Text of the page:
Update for 6 p.m. ET: The Webb launch team has fixed the data cable connection issue that was responsible for delaying the launch to Dec. 24, Thomas Zurbuchen, NASA's associate administrator for science missions, announced on Twitter (opens in new tab) Thursday afternoon (Dec. 16). NASA is expected to provide another update on Friday (Dec. 17), he added.
A faulty data cable between the James Webb Space Telescope and launch pad equipment at Europe's Spaceport in Kourou, French Guiana, caused the big observatory's latest launch delay, European Space Agency (ESA) and NASA representatives said in a briefing on Thursday (Dec. 16).
ESA, which has about a 10% stake in the James Webb Space Telescope mission, is providing the rocket that will send the 6.5-metric-tonne telescope into space. The Ariane 5 rocket, operated by European company Arianespace since the mid-1990s, is one of the most reliable launchers available.
Engineers readying the grand telescope for its upcoming liftoff from Europe's Spaceport, however, recently found that a cable relaying data between the telescope and a "launch table" wasn't functioning properly. That discovery pushed the launch back d from Dec. 22 to no earlier than Dec. 24, with more information expected to be announced later on Thursday.
"It's an interface issue in the electrical network connecting the observatory and the ground support equipment," Daniel Neuenschwander, ESA director of space transportation, said in the briefing. "It's a cable located in the launch table, which is experiencing some intermittent losses of data."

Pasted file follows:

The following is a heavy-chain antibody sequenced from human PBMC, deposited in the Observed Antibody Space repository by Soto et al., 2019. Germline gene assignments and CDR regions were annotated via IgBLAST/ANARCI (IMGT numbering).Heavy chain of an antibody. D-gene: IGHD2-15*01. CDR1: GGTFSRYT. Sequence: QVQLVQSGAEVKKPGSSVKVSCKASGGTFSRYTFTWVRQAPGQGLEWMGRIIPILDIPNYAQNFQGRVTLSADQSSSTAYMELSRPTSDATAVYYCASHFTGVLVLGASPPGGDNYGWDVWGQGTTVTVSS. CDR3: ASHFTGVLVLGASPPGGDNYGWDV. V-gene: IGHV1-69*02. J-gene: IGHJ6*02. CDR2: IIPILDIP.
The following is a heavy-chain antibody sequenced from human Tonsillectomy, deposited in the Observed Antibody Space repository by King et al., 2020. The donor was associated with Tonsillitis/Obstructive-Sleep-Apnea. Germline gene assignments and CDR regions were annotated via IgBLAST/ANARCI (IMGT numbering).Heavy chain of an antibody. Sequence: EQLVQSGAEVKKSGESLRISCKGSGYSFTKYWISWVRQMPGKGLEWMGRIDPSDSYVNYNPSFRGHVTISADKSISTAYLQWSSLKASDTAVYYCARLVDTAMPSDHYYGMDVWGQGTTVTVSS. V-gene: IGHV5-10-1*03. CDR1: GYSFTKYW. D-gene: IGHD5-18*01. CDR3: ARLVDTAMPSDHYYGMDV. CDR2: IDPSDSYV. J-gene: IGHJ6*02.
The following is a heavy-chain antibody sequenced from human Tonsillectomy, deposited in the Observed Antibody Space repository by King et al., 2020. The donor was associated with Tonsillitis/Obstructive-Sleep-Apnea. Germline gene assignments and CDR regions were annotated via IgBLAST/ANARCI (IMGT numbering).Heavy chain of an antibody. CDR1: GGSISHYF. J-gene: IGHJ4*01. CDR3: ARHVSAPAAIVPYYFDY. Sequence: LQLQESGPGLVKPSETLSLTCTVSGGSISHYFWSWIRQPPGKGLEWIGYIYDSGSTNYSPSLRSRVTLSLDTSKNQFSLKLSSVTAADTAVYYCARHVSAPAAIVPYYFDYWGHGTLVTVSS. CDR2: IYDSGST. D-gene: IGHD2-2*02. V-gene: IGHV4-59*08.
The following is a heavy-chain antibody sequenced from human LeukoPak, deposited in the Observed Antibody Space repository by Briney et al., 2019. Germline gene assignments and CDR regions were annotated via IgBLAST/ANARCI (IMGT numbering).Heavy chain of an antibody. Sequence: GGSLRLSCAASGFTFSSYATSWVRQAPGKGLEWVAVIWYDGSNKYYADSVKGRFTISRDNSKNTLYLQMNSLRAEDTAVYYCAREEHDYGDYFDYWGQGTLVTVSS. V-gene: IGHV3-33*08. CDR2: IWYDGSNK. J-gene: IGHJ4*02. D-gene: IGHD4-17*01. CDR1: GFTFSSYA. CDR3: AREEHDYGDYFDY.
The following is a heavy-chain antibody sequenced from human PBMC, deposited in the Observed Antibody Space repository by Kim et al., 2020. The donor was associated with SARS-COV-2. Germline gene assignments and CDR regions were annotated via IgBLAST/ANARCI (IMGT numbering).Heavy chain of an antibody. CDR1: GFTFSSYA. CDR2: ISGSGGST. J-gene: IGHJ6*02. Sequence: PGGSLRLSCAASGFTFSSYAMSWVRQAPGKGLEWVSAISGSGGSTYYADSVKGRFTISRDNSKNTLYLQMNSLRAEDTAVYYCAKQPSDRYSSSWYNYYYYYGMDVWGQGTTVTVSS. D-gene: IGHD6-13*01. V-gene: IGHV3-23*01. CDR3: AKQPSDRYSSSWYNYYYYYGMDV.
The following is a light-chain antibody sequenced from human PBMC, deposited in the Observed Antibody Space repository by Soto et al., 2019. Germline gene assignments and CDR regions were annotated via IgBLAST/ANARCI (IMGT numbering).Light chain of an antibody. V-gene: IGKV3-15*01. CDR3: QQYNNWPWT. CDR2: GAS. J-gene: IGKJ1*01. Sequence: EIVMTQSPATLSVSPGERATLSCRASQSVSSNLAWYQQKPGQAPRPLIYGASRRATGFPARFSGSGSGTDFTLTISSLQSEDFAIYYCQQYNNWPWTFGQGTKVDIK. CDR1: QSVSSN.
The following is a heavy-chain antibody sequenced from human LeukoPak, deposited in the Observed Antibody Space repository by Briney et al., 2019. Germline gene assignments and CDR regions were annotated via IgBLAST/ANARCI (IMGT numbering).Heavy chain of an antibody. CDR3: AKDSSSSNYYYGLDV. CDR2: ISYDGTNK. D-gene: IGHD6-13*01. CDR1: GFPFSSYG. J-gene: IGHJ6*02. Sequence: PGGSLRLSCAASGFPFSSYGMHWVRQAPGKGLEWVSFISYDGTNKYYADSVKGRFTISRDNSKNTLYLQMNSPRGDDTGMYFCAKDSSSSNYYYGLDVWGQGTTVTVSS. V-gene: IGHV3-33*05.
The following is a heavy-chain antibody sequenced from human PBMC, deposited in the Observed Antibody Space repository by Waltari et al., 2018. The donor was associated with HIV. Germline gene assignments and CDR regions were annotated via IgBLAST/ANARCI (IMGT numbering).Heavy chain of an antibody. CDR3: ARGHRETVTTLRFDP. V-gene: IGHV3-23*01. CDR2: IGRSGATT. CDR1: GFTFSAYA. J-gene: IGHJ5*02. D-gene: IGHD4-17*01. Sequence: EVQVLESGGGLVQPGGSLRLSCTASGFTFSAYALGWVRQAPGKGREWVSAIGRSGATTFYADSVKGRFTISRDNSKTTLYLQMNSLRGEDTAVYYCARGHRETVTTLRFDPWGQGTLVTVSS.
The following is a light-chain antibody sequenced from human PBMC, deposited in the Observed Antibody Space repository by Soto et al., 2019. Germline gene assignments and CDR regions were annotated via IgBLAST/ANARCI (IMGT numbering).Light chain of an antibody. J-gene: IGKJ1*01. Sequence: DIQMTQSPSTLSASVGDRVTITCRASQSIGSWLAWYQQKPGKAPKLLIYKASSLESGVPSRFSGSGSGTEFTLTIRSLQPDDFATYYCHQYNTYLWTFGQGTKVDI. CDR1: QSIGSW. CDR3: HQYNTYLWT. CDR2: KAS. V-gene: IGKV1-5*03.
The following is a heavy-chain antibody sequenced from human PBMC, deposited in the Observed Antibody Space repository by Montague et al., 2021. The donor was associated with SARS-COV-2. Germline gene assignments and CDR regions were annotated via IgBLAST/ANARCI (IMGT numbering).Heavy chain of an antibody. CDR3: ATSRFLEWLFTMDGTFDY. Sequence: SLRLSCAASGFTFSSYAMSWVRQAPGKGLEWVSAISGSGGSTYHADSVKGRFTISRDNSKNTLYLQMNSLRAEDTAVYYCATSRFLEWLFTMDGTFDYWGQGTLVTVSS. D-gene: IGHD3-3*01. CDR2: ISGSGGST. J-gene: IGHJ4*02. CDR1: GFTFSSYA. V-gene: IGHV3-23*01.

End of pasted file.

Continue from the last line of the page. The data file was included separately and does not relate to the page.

Neuenschwander added that ESA and NASA teams are still investigating the issue and expect to release more information later on Thursday.
Webb, which was mounted onto the rocket earlier this week, has not yet been sealed into the Ariane 5's fairing, which will protect it during liftoff and early ascent through the atmosphere. The cable issue was discovered during the so-called "aliveness test" that was intended to confirm the health of the spacecraft before its encapsulation into the rocket fairing, Thomas Zurbuchen, the associate administrator for NASA's science mission directorate, said in the briefing.
"With the interface issue, we were delayed with the aliveness test," Zurbuchen said. "The test extends for several hours, and that really was on the critical path. We have a meeting tonight at about 6 p.m. E.T., where we will look at whether we have managed to do this aliveness test and go forward with the encapsulation."
Zurbuchen added that the teams are not taking any chances with the $10 billion observatory, which took 30 years to design and build (and is already many years delayed and a few billion dollars over budget).
"This was always going to be a special launch," Zurbuchen said. "We have had recently four launches at NASA where we had multiple communication losses like this and we went forward with the launch. We were taking more risks. We are absolutely not taking any risks with Webb because this is already risky enough. So we are making absolutely sure that everything works."